In the midst of all the suffering and grief that Covid-19 has inflicted on us, there has been one little upside (if one can find an upside in such tragic circumstances) – it has allowed us to listen and view “live” some of the best local music in the comfort of our homes.
It has made the dreaded lockdown just a little bit palatable.
In the past week I have had the pleasure of watching concerts by pianist Kyle Shepherd, saxophonist McCoy Mrubata, and the vibrant group, Top Dog, led by Camillo Lombard and DonVino Prins.
It was an awesome experience, particularly for one whose opportunities to watch live South African acts are few and far between. That would be the case for all the expat South Africans who hanker for a taste of the home-grown stuff.
The online concerts serve another purpose. It is providing an income stream for all the artists, musicians and thespians alike, who have seen the work disappear into the ether when the lockdown was put in place. No gigs, no performances. Nothing.
This is what made watching the concerts all the more satisfying. I was getting a fix of “local is lekker” as well as contributing financially to the performers who have no gigs.
Rashid Lombard, the man who for years was the spearhead of the Cape Town International Jazz Festival, says the online concerts have been an “absolute blessing” for the performers.
“People are doing it tough,” he said. “The work just dried up overnight and there was no money coming in. For the lucky few who have put together an online concert, there is some relief but there are thousands of other performers who have nothing.
“I urge people to support these concerts and to be part of an initiative called MuzosDirect. It is a network of musicians, media identities, business people, cultural activists, and music lovers all over the world, who are chipping in to help arts people in desperate need.”
People in the arts haven’t had financial relief from the government. MuzosDirect has set up an online fundraiser – www.backabuddy.co.za/muzodirect – for people to donate.
“The money will be used to purchase food vouchers,” Lombard said.
Top Dog’s Camillo Lombard said the group appreciated the support that came in via the purchase of tickets to view the concert live as well as the donations that came in afterwards.
“We are very pleased with the whole venture and we are exploring ways to generate more such opportunities in the online space,” Camillo said.
A number of studios are equipped to provide top-class streaming services along with quality lighting to give the occasion the full concert ambience.
Kyle Shepherd’s concert was streamed by Penny Lane Studios; McCoy Mrubata’s by Militia Broadcasting; and the Top Dog gig by Victory Kingdom Studios. All three were commendable efforts.
The head of Jo’burg-based Militia Broadcasting, Eban Olivier, said they had been doing sessions “off and on for five years but really started to get to business only three weeks ago”.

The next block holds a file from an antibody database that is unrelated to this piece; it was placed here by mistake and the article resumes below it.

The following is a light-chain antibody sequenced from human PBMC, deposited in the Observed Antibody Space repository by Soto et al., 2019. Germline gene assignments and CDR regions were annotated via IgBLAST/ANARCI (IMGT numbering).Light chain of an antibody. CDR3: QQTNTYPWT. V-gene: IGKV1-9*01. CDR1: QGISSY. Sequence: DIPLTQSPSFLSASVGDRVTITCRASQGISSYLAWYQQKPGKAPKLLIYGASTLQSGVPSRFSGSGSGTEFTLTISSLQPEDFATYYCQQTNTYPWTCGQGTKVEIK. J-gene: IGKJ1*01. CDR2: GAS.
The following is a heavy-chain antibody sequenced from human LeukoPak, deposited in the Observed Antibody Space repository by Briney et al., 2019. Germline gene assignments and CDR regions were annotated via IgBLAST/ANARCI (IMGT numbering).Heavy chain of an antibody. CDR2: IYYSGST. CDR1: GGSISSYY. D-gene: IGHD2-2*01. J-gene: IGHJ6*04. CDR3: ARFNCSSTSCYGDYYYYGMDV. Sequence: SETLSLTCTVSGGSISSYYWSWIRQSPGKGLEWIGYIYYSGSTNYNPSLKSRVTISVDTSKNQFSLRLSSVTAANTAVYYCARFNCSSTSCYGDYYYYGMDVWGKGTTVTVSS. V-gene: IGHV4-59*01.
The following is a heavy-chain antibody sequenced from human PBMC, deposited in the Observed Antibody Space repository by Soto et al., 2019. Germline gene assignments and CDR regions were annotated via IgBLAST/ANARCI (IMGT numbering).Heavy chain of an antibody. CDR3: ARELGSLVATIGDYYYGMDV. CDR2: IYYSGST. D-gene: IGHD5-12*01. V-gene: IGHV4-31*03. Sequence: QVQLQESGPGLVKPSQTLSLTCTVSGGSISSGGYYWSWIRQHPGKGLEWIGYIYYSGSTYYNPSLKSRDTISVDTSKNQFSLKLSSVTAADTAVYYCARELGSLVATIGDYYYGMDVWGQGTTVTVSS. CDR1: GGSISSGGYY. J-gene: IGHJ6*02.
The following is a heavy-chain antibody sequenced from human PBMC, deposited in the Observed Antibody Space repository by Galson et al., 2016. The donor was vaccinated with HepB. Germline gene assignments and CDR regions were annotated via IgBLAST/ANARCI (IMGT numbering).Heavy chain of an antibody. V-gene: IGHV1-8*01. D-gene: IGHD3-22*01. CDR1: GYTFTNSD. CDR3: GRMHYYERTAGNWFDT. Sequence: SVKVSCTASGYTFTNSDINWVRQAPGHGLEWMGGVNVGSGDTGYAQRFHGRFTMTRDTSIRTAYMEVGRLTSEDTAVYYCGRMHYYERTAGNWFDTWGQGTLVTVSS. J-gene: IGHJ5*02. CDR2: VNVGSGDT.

Militia currently has a number of concerts available for streaming on demand on its platform, including Bokani Dyer, Benjamin Jeptha, Sydney Mavundla, Mandla Mlangeni and Keenan Ahrends, all of whom lean towards the jazz genre. The average cost of a live concert is about R80 and a stream on demand about R30.
“All genres are welcome on the platform . . . with that said, we do adhere to a level of musical quality,” Olivier said.
Militia Broadcasting’s company has streamed a number of international live concerts, among them big names like Mumford and Sons, Chris Brown and Linkin Park.
“We have sold over 4500 tickets in the last three weeks with only 42 per cent of these tickets coming from our own local soil. It is being promoted straight from artist to fan via social media.”
Kyle Shepherd’s concert was a solo piano performance titled After the night, the day will surely come. It was music of a very high calibre, almost cerebral in places. Not much of the spoken word during the performance bar the opening remarks.
Of his concert, Shepherd said: “My performance will be a reflection and meditation on a time when we can be together again! A musician’s purpose has always and will always be as an advocator of community. As it has been throughout the ages, balance will be restored to life.”
McCoy Mrubata had Lex Futshane on bass and Paul Hanmer accompanying him and the three provided an eclectic set that touched on some smooth jazz, some ghoema and some interesting influences on a tune called Tunisia on which Mrubata played a haunting flute.
Top Dog dedicated their set to indigenous African music that embraced their Khoi and San roots, some traditional ghoema sounds, Afrikaans tunes and moving poetry.
All in all three very satisfying concerts for a music lover stuck thousands of kilometres away. Like many other expats in a similar situation, I relish the thought of the smorgasbord of “local is lekker” stuff that is being made available online (even if we watch it on demand at a decent hour).
For those in South Africa, turn off the radio, Chromecast to the big screen telly from your smartphone/laptop and enjoy. I did. And think of the benefits to the struggling artists.
If your entertainment taste is a bit more diverse you can always check out Mujahid George, Loukman Adams and Alistair Izobell on their live stream on Friday June 5. Or comedian Marc Lottering’s My Fellow South African’s live stream on June 13. Click on the link below and follow Auntie Merle’s instruction on how to get a ticket.
To all the ex-pat South African’s living where the exchange rate is a gift from heaven, dig deep and give till it hurts.